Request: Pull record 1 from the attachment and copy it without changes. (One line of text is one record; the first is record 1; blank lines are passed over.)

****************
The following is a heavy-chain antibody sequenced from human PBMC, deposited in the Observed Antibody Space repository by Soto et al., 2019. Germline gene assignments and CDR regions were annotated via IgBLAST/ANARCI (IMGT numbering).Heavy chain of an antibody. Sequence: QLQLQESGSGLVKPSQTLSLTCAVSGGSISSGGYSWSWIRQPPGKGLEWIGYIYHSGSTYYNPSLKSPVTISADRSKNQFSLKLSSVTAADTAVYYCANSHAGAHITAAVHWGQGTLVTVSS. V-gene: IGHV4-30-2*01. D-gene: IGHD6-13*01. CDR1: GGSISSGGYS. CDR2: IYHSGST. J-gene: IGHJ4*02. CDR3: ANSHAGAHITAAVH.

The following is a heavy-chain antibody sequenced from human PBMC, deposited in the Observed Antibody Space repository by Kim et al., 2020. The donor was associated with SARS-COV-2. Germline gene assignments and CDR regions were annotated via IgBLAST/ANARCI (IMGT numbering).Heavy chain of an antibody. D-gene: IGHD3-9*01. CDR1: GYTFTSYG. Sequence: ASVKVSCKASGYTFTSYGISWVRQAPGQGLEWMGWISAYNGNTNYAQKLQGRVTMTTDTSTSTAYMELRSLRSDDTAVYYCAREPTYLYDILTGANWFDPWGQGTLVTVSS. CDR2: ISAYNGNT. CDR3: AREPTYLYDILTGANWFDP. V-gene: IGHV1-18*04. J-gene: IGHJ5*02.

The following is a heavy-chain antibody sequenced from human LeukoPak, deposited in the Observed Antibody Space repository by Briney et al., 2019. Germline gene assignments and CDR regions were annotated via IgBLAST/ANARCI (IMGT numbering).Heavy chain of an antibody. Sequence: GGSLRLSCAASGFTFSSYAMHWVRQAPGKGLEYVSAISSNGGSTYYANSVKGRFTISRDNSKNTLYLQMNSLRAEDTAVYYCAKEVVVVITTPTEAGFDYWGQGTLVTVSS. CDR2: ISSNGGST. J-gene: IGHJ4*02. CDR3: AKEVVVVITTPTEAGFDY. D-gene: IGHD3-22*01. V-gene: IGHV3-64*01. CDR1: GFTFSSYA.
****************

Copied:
The following is a heavy-chain antibody sequenced from human PBMC, deposited in the Observed Antibody Space repository by Soto et al., 2019. Germline gene assignments and CDR regions were annotated via IgBLAST/ANARCI (IMGT numbering).Heavy chain of an antibody. Sequence: QLQLQESGSGLVKPSQTLSLTCAVSGGSISSGGYSWSWIRQPPGKGLEWIGYIYHSGSTYYNPSLKSPVTISADRSKNQFSLKLSSVTAADTAVYYCANSHAGAHITAAVHWGQGTLVTVSS. V-gene: IGHV4-30-2*01. D-gene: IGHD6-13*01. CDR1: GGSISSGGYS. CDR2: IYHSGST. J-gene: IGHJ4*02. CDR3: ANSHAGAHITAAVH.